Mahbuba Hoque / April 23, 2016
*Agar or agar-agar is a jelly-like substance, obtained from algae.It was discovered in the late 1650 or early 1660 by Mino Tarōzaemon in Japan, where it is called kanten .
*Agar is derived from the polysaccharide agarose, which forms the supporting structure in the cell walls of certain species of algae, and which is released on boiling.
*Agar Agar–also known Japanese gelatin, vegetable gelatin, Chinese isinglass, China glass, and dai choy goh–is a vegan gelling agent derived from seaweed. It has many uses but is used primarily in cooking. Agar agar is odorless, tasteless, and has only 3 calories per gram.
Agar has been chiefly used as ingredient in desserts throughout Asia and also as a solid substrate to contain culture media for microbiological work. Agar can be used as a laxative, an appetite suppressant, a vegetarian substitute for gelatin, a thickener for soups, in fruit preserves, ice cream, and other desserts, as a clarifying agent in brewing, and for sizing paper and fabrics.
Agar has no calories, no carbs, no sugar, not fat and is loaded with fiber. It’s free from starch, soy, corn, gluten, yeast, wheat, milk, egg and preservatives.
It absorbs glucose in the stomach, passes through digestive system quickly and inhibits the body from retaining and storing excess fat. Its water absorbing properties also aids in waste elimination. Agar absorbs bile, and by doing so, causes the body to dissolve more cholesterol.
Gelatin is a colorless and odorless substance that is made from the collagen found inside animal bones and skin.Agar is the perfect substitute to traditional gelatin. It’s made from a plant source rather than from an animal one. That makes it suitable for vegetarian and vegan diets, and other diet restrictions.
Agar has no taste, no odor and no color, which makes it pretty convenient to use. It sets more firmly than gelatin, and stays firm even when the temperature heats up.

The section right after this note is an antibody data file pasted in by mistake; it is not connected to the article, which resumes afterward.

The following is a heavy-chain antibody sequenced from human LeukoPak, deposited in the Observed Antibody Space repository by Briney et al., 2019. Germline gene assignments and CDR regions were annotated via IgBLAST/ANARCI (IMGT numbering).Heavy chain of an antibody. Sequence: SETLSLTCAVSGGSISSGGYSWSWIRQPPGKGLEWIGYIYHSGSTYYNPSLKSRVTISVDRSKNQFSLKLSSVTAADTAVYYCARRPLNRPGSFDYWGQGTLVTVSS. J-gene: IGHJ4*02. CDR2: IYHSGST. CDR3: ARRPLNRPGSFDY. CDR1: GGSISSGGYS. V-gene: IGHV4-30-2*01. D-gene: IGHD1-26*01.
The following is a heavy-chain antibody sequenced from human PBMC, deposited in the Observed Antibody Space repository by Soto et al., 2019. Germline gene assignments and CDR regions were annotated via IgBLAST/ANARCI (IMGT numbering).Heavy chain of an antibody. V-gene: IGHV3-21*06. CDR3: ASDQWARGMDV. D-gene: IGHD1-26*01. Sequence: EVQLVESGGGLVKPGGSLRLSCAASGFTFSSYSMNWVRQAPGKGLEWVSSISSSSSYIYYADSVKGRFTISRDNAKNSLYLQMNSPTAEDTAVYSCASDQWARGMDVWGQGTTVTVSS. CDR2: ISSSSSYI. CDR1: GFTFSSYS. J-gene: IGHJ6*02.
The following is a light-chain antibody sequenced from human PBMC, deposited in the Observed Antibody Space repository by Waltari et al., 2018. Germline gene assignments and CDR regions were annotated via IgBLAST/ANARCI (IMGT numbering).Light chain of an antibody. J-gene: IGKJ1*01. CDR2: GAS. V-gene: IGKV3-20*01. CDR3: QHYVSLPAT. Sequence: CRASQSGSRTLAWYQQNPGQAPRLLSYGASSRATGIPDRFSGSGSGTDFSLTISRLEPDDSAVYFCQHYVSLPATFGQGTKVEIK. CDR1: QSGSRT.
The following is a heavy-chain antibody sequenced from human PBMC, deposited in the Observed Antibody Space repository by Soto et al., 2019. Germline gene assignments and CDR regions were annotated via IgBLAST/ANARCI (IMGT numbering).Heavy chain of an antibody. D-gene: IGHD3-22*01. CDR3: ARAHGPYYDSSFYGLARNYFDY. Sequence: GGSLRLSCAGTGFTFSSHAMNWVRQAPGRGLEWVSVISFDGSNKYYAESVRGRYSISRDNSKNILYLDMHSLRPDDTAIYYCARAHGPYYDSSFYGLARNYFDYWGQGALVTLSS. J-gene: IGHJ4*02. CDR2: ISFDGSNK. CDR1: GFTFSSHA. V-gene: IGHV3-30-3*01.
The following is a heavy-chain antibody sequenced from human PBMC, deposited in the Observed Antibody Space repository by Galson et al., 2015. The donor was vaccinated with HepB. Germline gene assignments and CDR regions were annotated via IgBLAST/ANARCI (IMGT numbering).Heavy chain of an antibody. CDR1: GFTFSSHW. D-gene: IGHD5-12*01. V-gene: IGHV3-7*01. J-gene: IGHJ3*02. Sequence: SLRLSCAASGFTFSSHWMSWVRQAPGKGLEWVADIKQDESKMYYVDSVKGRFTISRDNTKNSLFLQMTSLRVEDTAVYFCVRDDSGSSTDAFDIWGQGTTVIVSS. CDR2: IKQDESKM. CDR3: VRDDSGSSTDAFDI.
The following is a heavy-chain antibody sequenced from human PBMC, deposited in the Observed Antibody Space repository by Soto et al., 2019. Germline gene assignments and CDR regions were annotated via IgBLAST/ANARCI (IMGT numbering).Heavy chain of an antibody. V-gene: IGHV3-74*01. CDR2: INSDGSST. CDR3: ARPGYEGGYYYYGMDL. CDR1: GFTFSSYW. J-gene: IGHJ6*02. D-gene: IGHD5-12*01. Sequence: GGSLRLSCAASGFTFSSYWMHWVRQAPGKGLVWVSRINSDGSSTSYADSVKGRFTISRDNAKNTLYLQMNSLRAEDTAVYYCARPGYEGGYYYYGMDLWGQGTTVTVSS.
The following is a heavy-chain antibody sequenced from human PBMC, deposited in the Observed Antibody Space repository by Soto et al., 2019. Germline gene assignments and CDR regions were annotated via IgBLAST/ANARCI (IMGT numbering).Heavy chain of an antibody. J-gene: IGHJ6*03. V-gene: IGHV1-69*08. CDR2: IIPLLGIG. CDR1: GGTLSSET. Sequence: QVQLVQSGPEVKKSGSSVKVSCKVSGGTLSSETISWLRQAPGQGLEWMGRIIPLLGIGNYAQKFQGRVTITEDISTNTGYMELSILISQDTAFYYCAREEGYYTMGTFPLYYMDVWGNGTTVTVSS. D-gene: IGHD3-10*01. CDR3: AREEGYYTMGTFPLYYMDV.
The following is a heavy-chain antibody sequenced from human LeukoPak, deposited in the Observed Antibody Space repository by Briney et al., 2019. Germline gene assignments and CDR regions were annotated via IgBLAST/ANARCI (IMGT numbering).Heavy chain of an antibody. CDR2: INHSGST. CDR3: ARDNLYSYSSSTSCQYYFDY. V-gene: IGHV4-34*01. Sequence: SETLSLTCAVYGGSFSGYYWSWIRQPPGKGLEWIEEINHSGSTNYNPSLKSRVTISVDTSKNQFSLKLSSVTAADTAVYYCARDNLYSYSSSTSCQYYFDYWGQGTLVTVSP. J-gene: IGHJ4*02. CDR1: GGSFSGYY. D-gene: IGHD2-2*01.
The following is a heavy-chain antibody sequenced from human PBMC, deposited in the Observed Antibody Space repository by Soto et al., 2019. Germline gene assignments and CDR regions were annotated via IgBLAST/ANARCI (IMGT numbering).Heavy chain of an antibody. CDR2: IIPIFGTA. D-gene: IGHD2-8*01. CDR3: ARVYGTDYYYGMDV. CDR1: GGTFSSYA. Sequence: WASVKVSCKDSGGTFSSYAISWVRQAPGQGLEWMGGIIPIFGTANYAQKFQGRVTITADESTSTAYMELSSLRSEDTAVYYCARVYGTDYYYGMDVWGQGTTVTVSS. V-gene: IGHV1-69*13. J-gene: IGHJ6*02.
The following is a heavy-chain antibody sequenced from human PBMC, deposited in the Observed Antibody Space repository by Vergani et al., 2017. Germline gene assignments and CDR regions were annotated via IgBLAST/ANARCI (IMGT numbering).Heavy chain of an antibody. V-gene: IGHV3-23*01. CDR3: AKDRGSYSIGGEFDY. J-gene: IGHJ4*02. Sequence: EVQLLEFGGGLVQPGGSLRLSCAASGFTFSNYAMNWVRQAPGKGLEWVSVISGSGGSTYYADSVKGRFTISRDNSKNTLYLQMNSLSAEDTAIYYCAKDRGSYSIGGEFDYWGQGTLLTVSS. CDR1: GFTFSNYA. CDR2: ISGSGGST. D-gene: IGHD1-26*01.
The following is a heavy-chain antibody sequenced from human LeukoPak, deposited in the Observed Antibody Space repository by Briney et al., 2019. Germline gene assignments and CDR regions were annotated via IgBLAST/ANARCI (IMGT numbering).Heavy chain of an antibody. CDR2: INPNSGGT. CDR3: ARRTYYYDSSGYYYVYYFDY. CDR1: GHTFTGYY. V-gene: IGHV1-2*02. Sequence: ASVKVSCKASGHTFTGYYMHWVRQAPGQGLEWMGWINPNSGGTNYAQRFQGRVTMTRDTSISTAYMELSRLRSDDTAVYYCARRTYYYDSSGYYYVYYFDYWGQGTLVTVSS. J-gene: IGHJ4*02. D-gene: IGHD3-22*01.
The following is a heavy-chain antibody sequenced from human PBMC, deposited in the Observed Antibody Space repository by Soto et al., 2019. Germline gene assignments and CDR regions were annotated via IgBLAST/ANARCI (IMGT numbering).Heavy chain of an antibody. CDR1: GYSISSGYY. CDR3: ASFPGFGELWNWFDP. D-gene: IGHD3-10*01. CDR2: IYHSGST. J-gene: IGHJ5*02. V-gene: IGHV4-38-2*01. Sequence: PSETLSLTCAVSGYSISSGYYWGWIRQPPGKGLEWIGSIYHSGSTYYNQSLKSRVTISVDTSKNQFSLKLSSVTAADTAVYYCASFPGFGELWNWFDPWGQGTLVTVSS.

Agar melts at 85 degrees Celsius and solidifies between 32 and 40 degrees Celsius. Gelatin melts at 35 degrees Celsius and solidifies at low temperatures but the exact gelling would depend upon the concentration and time of standing.
Though agar is a great substitute to gelatin, don’t expect the same results when replacing gelatin with agar in a recipe. First, it doesn’t give the same texture. Gelatin can give a «creamy» texture whereas agar gives a firmer texture. And agar is much more powerful than gelatin : 1 teaspoon agar powder is equivalent to 8 teaspoon gelatin powder.
If you have a recipe that calls for egg whites but you are vegan, allergic to eggs, or simply don’t like them, Agar is a suitable replacement. To replace one egg, mix 1 tablespoon Agar powder in 1 tablespoon of water. Use an immersion blender or whisk to vigorously whip the mixture, then put it in the refrigerator to chill. Once the mixture is cool, take it out and whip it a second time. This mixture should perform the same function as egg whites in your baking and won’t even alter the taste or color.
Agar usually comes in three forms: powder, flakes, or a bar. All three work equally well; the real difference is ease of preparation. Powdered Agar is usually the easiest to use, as it can be substituted for gelatin in a 1:1 ratio (1 teaspoon gelatin is equivalent to 1 teaspoon Agar powder). The powder also dissolves easier than flakes or bars.If you’re not sure which type to use, default to the powdered Agar.
– The most important thing to know is that agar needs to be first dissolved in water (or another liquid like milk, fruit juices, tea, stock…) and then brought to a boil. It will set as the ingredients cool down. You can not add agar flakes or powder as it is in your food.
– You should definitly follow the package directions and the recipe to determine which quantity to use. But here is a basic rule you can adapt : use 1 tablespoon agar flakes to thicken 1 cup of liquid, and 1 teaspoon agar powder to thicken 1 cup of liquid.
Here is the basic «recipe» to use if you can’t boil your liquid directly.
1. Dissolve 1 tbsp agar flakes or 1 tsp agar powder in 4 tbsp hot water
2. Bring water to a boil
3. Simmer for 1 to 5 minutes for powder and 10 to 15 minutes for flakes
4. Mix well with warmed ingredients
5. Let it cool to set agar.
Agar is available in health food stores, in supermarket that carry health food lines, in Asian grocery stores and online.
– How to use Agar Agar – wikiHow
– Agar Diet – eHow.com
– Agar Diet – Livestrong.com
– Gelatin and Agar Agar – About.com
– Agar Agar – Wikipedia
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